Last night the Senate energy negotiators rejected Joe Barton’s attempt to postpone deadlines for meeting the ozone standards (the so-called “bumpup” amendment that he rammed through the House). See preview story, below, from today’s BNA Daily Environment Report.
It will likely spur Barton to seek other ways to weaken the Clean Air Act, so I wouldn’t celebrate too long.
Tuesday, July 26, 2005
EnergyBarton's Air Pollution Provision UnlikelyTo Be Included in Final Version of Energy Bill
A House-passed provision to extend compliance deadlines for ozone standards is unlikely to be part of the comprehensive energy legislation currently being debated in conference, congressional staff said July 25.
Two titles in the energy legislation (H.R. 6) dealing with environmental issues still were up for debate as conferees continued work late July 25 to reconcile the House and Senate versions.
Rep. Joe Barton (R-Texas), chairman of the energy conference, sponsored the provision that would extend ozone compliance deadlines under the Clean Air Act.
There was no comparable provision in the Senate-passed bill, and the Barton provision was expected to attract strong opposition in the conference.
Late July 25, Senate Democrats were still seeking to add names to a letter sent July 22 to Sens. Pete Domenici (R-N.M.) and Jeff Bingaman (R-N.M.), the Senate conference leaders, expressing opposition to the House provision.
Opposition Previously Expressed
The provision is also referred to as the Barton "bump up" provision because it extends the attainment date for certain areas that are downwind of pollution.
Specifically, Barton's provision (Section 1443 of the energy bill) would amend Clean Air Act Section 181, which extends the deadlines for cleaning up smog across much of the country.
Barton's plan has been opposed by state and local air regulators, Northeastern states, and health and environmental groups.
In addition, in the July 22 letter, Sens. Jim Jeffords (I-Vt.), Frank Lautenberg (D-N.J.), Hillary Rodham Clinton (D-N.Y.), John F. Kerry (D-Mass.), and Olympia Snowe (R-Maine) wrote, "We would find it very difficult to support efforts to move to or otherwise vote for an Energy bill conference report that contained Section 1443 or any similar provision that seeks to rewrite the Clean Air Act in such a fashion. Changes of this magnitude in public health protection should not occur without at least first engaging in a substantive and thoughtful public process in the Senate to review its costs and benefits."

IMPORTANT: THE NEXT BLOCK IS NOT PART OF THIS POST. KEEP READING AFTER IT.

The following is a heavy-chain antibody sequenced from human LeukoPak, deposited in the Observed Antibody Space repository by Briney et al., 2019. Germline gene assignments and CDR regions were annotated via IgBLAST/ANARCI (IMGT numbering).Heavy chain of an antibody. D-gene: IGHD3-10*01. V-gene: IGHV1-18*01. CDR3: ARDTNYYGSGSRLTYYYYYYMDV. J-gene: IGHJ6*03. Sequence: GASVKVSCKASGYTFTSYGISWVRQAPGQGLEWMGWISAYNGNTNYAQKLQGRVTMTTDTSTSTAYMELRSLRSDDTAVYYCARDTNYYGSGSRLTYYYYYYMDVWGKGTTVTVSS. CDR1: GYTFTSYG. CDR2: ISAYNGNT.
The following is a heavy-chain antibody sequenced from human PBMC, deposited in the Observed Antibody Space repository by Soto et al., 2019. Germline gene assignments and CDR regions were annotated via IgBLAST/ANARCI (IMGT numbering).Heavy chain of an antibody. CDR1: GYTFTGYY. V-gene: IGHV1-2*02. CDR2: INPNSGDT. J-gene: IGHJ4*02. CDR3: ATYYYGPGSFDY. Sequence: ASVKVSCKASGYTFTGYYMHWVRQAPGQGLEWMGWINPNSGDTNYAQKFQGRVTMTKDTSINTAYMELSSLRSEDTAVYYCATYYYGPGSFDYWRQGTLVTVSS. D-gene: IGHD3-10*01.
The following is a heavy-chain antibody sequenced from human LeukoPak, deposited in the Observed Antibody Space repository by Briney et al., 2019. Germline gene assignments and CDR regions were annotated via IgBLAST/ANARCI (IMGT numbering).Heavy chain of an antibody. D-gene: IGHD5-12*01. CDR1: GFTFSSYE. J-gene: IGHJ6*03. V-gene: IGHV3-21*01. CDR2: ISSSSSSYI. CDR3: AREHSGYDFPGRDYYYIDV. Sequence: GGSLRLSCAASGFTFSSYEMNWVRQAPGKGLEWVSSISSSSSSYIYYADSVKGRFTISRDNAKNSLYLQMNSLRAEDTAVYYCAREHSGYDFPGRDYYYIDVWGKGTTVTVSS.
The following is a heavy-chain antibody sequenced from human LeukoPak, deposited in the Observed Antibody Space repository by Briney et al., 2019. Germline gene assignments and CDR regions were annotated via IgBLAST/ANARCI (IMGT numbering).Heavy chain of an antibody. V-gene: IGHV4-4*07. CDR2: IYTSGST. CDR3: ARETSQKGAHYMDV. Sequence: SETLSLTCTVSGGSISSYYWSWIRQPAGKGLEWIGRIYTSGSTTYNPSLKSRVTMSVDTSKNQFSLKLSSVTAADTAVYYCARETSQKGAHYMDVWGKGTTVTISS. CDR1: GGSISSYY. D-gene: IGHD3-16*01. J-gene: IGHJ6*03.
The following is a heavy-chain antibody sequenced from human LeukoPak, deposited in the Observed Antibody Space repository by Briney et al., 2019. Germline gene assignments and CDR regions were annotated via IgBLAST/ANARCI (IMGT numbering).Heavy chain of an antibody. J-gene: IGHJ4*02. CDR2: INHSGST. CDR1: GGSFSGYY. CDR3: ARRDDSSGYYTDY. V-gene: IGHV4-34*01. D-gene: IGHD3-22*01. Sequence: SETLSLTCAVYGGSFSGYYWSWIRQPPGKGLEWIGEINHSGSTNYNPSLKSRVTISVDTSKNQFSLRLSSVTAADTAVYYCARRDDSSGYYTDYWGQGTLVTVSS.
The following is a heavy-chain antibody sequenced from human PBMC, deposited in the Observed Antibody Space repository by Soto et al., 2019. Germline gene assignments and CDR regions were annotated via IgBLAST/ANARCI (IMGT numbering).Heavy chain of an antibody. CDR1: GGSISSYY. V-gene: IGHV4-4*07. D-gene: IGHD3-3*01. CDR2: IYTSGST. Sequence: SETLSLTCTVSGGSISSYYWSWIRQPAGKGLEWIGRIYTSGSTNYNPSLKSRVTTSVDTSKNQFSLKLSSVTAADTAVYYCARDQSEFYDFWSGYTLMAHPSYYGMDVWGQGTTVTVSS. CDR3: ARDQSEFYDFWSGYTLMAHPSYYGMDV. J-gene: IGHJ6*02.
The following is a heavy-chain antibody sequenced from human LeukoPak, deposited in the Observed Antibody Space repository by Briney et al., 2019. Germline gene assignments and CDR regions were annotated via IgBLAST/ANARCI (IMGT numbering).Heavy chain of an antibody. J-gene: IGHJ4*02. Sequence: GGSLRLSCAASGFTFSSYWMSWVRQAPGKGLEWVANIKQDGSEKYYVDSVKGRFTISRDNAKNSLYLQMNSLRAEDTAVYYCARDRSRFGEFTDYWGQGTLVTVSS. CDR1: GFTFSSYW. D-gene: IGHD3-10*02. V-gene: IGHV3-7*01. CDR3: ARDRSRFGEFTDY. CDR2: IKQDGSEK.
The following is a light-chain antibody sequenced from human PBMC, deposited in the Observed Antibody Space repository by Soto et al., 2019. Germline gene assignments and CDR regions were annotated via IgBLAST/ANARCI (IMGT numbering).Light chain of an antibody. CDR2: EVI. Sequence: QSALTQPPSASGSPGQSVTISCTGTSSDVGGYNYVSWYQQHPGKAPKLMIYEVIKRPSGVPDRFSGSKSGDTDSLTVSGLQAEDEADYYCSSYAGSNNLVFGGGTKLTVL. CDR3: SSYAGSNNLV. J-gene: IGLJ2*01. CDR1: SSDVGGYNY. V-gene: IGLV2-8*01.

A Senate Republican committee aide acknowledged that "it is very unlikely this provision will survive."
The bump-up provision did not make it into the agreed-upon base text going into conference late July 25, but a Republican aide said Barton will probably offer the provision as an amendment during the night. If it is agreed to by his House colleagues, it must be presented to the Senate.
But a Senate Democratic committee aide said July 25 that if such an amendment were offered, Senate conferees will not except it, in which case the provision will not be in the final conference report.
Effects of Ozone Provision
According to Frank O'Donnell, president of Clean Air Watch, if the provision as passed by the House were to be included in the energy bill, it could subject much of the nation to continuing smog problems and "amount to the biggest weakening of the Clean Air Act in at least 15 years."
As structured, the effect of the provision, O'Donnell said, "would be a dirty-air domino plan, since it stipulates that no area would have to meet smog standards until areas upwind of it did."
House Democratic conferees have expressed dissenting views on the Barton plan, noting that the need for legislative provisions to address potential bump-ups is greatly reduced, or possibly even eliminated, because many areas have received a lower classification and, therefore, face little threat of increased mandatory controls anytime in the near future. But possibly more significant, according to Rep. Henry Waxman (D-Calif.), is the effect of such a provision.
The Environmental Protection Agency has recently issued new regulations to address ozone pollution that require most localities to achieve cleaner air by 2007 or 2010, depending on how polluted the area is now.
But under Section 1443, the deadlines for polluted areas extending from Georgia to Connecticut, as well as in Wisconsin, Michigan, Ohio, and Texas, would be extended to 2015 or beyond, according to Waxman.
By Pamela Najor